Dec. 13, 2019 — Did you know that it’s nearly impossible to replicate sage grouse habitat? These seasonably vocal, magnificent birds require habitat under very specific conditions and are strident about returning to the same location every year.

Photo credit: Tatiana Gettelman

Why are we telling you this? Because The Wilderness Land Trust has closed on two properties totaling 960-acres in California’s Eastern Sierra. This land provides vital habitat for sage grouse and other species in the rare and diverse Sagebrush steppe that is vastly under-represented in the National Wilderness Preservation System. It also contains a critical water source for all wildlife in the surrounding area.

The properties are located in the Bodie Hills, adjacent and integral to three Wilderness Study Areas – Bodie Mountain, Mount Beideman and Mormon Meadows.

Next steps include partnering with the Eastern Sierra Land Trust on sage grouse habitat restoration before transferring this land to public ownership under the management of the Bureau of Land Management.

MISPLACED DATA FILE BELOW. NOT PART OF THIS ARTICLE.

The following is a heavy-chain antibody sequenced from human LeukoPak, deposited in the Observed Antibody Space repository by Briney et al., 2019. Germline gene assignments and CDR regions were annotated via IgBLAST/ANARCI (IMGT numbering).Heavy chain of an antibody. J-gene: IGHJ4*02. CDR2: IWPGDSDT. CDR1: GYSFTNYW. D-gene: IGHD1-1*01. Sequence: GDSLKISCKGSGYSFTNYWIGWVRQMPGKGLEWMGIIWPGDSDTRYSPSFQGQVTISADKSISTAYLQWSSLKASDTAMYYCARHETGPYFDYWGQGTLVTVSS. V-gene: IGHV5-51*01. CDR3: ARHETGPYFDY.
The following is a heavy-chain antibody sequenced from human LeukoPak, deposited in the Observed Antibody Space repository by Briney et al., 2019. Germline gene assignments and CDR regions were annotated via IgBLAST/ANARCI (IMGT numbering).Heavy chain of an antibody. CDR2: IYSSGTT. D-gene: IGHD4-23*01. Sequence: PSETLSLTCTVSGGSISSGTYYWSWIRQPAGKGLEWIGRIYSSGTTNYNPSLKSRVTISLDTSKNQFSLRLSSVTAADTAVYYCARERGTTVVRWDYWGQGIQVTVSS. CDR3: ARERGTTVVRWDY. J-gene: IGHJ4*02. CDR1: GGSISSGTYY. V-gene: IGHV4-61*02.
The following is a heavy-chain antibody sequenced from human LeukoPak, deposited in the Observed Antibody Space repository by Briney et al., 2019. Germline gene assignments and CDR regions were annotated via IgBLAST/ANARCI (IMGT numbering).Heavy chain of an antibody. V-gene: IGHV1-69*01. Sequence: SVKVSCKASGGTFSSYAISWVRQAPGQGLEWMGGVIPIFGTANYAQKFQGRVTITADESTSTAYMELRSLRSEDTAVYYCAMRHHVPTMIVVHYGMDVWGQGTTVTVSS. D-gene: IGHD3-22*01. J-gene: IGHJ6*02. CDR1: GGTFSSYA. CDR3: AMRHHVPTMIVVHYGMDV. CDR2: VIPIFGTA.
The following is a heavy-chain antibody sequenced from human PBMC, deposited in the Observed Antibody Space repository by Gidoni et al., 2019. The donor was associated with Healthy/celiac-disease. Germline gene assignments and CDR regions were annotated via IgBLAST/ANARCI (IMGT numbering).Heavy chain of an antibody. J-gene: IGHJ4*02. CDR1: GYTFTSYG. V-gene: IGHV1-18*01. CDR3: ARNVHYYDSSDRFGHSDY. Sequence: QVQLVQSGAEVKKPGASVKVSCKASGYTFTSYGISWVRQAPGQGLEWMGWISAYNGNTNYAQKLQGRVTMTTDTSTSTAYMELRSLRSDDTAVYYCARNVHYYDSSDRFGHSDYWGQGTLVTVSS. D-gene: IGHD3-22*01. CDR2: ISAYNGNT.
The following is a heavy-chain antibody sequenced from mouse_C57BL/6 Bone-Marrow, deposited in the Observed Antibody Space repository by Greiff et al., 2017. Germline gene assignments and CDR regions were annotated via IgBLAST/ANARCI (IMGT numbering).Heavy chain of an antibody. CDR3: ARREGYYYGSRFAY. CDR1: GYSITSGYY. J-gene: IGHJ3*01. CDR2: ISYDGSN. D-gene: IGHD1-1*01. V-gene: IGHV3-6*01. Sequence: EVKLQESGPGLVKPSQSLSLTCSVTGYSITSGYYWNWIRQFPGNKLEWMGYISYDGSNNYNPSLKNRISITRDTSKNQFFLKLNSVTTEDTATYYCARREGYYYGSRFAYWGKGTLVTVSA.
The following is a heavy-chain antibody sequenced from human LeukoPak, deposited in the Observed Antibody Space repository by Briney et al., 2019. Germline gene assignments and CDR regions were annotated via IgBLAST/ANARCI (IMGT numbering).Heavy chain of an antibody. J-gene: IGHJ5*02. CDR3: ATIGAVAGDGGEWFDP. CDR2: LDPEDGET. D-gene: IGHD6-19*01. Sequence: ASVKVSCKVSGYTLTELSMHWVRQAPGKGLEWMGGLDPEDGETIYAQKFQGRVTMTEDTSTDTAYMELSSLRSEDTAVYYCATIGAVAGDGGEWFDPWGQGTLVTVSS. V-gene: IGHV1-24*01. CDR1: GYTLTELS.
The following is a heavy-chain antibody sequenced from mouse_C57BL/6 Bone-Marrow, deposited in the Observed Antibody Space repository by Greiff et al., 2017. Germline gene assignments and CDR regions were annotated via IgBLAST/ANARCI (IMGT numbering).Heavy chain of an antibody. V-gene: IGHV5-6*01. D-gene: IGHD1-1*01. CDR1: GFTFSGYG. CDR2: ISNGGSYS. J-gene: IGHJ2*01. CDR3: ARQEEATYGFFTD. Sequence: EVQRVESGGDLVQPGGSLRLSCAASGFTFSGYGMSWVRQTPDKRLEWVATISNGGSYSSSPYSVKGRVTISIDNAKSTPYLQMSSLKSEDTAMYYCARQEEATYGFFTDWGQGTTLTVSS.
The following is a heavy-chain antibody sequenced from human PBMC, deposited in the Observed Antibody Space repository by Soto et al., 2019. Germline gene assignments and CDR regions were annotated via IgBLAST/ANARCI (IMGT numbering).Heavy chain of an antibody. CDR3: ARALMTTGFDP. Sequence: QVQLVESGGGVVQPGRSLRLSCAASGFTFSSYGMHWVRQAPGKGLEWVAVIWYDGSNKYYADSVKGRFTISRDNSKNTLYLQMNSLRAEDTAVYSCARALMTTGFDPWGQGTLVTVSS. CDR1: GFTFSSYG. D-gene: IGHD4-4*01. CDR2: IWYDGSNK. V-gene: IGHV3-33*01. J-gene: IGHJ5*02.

Bodie Hills Habitat Facts

  • The Bodie Hills are filled with a diversity of species because of water, which is scarce overall in this landscape, but plentiful in a few distinct areas.
  • The  properties secured by The Wilderness Land Trust control plentiful and critical water for this region.
  • Lek habitat includes openings in the sagebrush landscape that host nesting sites. Lek habitat and broodrearing have been identified on these properties. Lek habitat for sage grouse is rare and nearly impossible to duplicate, and the sage grouse habitat quality provided by these properties is exceptional.
  • This land is home to significant plant species, including sagebrush, riparian and Aspen groves, and pinyon pine woodland. Plants identified here include more than 450 Species in 73 families.
  • The Bodie Hills provide habitat for a variety of species including pronghorn antelope, black bear, pikas and pygmy rabbits, mountain lions, mule deer, golden eagles and sage grouse.